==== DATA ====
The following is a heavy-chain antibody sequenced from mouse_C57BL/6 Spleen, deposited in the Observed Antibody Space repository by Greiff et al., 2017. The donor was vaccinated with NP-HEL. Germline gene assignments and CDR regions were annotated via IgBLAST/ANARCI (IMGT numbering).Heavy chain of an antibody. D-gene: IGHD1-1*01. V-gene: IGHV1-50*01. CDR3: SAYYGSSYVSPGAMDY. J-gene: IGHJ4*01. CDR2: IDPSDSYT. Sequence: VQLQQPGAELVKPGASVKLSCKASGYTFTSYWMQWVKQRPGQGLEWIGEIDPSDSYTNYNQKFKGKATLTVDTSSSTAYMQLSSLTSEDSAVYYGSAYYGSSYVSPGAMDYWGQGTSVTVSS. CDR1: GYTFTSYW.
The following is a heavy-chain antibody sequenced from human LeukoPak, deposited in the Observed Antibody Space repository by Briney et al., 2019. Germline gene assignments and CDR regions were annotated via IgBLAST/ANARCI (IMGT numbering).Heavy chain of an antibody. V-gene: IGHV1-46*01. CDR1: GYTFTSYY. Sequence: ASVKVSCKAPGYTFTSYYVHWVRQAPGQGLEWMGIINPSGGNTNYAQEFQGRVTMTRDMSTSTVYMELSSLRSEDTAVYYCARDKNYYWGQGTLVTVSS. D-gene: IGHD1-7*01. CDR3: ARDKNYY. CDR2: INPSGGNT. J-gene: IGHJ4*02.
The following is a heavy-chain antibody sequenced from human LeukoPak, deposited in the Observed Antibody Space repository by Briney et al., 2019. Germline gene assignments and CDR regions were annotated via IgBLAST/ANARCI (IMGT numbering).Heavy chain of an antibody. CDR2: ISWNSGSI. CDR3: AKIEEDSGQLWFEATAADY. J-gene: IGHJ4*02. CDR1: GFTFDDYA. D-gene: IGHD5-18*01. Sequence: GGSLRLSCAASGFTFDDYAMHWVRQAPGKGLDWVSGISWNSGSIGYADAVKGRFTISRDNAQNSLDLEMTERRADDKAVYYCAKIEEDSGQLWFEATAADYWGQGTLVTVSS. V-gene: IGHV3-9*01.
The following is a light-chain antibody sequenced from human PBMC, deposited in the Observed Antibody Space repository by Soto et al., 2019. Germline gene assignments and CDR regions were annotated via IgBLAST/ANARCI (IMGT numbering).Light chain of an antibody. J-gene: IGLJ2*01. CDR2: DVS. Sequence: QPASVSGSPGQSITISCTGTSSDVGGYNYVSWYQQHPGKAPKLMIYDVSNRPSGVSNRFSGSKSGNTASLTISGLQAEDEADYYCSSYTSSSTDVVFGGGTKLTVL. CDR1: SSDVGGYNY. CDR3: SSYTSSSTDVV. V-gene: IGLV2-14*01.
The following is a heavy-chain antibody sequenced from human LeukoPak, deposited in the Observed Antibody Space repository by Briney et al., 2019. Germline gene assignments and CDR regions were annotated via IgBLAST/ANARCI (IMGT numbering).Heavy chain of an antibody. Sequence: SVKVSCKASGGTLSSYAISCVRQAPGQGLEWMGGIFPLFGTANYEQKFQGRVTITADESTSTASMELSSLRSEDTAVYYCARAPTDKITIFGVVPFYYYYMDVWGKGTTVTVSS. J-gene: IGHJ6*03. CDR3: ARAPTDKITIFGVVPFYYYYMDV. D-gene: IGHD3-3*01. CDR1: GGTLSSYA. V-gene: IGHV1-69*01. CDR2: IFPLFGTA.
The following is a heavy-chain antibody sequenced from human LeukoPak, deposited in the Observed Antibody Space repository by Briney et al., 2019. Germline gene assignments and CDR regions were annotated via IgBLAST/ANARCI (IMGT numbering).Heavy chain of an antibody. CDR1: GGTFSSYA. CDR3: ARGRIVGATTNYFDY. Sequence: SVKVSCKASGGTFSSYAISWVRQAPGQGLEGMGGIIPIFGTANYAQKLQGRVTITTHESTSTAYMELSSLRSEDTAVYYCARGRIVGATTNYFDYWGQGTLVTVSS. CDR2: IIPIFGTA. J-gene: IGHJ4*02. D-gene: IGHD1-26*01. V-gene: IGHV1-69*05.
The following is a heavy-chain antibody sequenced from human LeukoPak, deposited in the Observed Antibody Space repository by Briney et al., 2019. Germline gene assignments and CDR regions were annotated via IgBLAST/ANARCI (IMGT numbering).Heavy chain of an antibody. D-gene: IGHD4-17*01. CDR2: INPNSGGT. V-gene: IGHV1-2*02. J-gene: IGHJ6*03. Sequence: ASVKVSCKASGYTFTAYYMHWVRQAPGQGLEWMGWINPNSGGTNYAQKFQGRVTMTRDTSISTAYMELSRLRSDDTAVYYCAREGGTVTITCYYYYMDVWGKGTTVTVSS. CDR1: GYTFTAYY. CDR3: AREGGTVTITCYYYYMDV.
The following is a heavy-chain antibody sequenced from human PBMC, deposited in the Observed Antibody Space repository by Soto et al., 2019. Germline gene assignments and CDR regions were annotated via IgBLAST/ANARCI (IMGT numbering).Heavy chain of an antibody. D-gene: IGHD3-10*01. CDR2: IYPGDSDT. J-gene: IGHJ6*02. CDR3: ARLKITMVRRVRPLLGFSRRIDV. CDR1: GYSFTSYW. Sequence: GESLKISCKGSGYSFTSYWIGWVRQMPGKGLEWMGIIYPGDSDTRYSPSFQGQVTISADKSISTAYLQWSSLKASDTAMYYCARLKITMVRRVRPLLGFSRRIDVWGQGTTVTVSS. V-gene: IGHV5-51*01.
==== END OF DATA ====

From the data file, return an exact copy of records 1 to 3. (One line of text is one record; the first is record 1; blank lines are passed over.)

The following is a heavy-chain antibody sequenced from mouse_C57BL/6 Spleen, deposited in the Observed Antibody Space repository by Greiff et al., 2017. The donor was vaccinated with NP-HEL. Germline gene assignments and CDR regions were annotated via IgBLAST/ANARCI (IMGT numbering).Heavy chain of an antibody. D-gene: IGHD1-1*01. V-gene: IGHV1-50*01. CDR3: SAYYGSSYVSPGAMDY. J-gene: IGHJ4*01. CDR2: IDPSDSYT. Sequence: VQLQQPGAELVKPGASVKLSCKASGYTFTSYWMQWVKQRPGQGLEWIGEIDPSDSYTNYNQKFKGKATLTVDTSSSTAYMQLSSLTSEDSAVYYGSAYYGSSYVSPGAMDYWGQGTSVTVSS. CDR1: GYTFTSYW.
The following is a heavy-chain antibody sequenced from human LeukoPak, deposited in the Observed Antibody Space repository by Briney et al., 2019. Germline gene assignments and CDR regions were annotated via IgBLAST/ANARCI (IMGT numbering).Heavy chain of an antibody. V-gene: IGHV1-46*01. CDR1: GYTFTSYY. Sequence: ASVKVSCKAPGYTFTSYYVHWVRQAPGQGLEWMGIINPSGGNTNYAQEFQGRVTMTRDMSTSTVYMELSSLRSEDTAVYYCARDKNYYWGQGTLVTVSS. D-gene: IGHD1-7*01. CDR3: ARDKNYY. CDR2: INPSGGNT. J-gene: IGHJ4*02.
The following is a heavy-chain antibody sequenced from human LeukoPak, deposited in the Observed Antibody Space repository by Briney et al., 2019. Germline gene assignments and CDR regions were annotated via IgBLAST/ANARCI (IMGT numbering).Heavy chain of an antibody. CDR2: ISWNSGSI. CDR3: AKIEEDSGQLWFEATAADY. J-gene: IGHJ4*02. CDR1: GFTFDDYA. D-gene: IGHD5-18*01. Sequence: GGSLRLSCAASGFTFDDYAMHWVRQAPGKGLDWVSGISWNSGSIGYADAVKGRFTISRDNAQNSLDLEMTERRADDKAVYYCAKIEEDSGQLWFEATAADYWGQGTLVTVSS. V-gene: IGHV3-9*01.